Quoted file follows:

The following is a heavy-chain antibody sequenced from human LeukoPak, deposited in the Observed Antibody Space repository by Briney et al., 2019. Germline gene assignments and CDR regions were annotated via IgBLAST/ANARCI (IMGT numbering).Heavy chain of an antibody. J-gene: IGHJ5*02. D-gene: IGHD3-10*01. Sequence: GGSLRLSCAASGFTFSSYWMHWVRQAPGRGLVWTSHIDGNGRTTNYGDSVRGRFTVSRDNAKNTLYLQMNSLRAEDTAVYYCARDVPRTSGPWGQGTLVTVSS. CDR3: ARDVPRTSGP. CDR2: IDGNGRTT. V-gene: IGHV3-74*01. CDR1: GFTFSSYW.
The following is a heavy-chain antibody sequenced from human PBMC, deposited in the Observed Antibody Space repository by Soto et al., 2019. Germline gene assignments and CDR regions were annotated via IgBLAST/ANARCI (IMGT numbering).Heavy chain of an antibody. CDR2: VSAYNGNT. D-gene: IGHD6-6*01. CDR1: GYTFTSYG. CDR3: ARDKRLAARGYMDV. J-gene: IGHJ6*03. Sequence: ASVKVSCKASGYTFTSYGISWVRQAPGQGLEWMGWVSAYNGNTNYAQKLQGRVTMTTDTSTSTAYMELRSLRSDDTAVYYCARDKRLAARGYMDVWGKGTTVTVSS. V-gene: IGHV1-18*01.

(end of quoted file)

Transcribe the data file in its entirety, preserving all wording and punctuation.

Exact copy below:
The following is a heavy-chain antibody sequenced from human LeukoPak, deposited in the Observed Antibody Space repository by Briney et al., 2019. Germline gene assignments and CDR regions were annotated via IgBLAST/ANARCI (IMGT numbering).Heavy chain of an antibody. J-gene: IGHJ5*02. D-gene: IGHD3-10*01. Sequence: GGSLRLSCAASGFTFSSYWMHWVRQAPGRGLVWTSHIDGNGRTTNYGDSVRGRFTVSRDNAKNTLYLQMNSLRAEDTAVYYCARDVPRTSGPWGQGTLVTVSS. CDR3: ARDVPRTSGP. CDR2: IDGNGRTT. V-gene: IGHV3-74*01. CDR1: GFTFSSYW.
The following is a heavy-chain antibody sequenced from human PBMC, deposited in the Observed Antibody Space repository by Soto et al., 2019. Germline gene assignments and CDR regions were annotated via IgBLAST/ANARCI (IMGT numbering).Heavy chain of an antibody. CDR2: VSAYNGNT. D-gene: IGHD6-6*01. CDR1: GYTFTSYG. CDR3: ARDKRLAARGYMDV. J-gene: IGHJ6*03. Sequence: ASVKVSCKASGYTFTSYGISWVRQAPGQGLEWMGWVSAYNGNTNYAQKLQGRVTMTTDTSTSTAYMELRSLRSDDTAVYYCARDKRLAARGYMDVWGKGTTVTVSS. V-gene: IGHV1-18*01.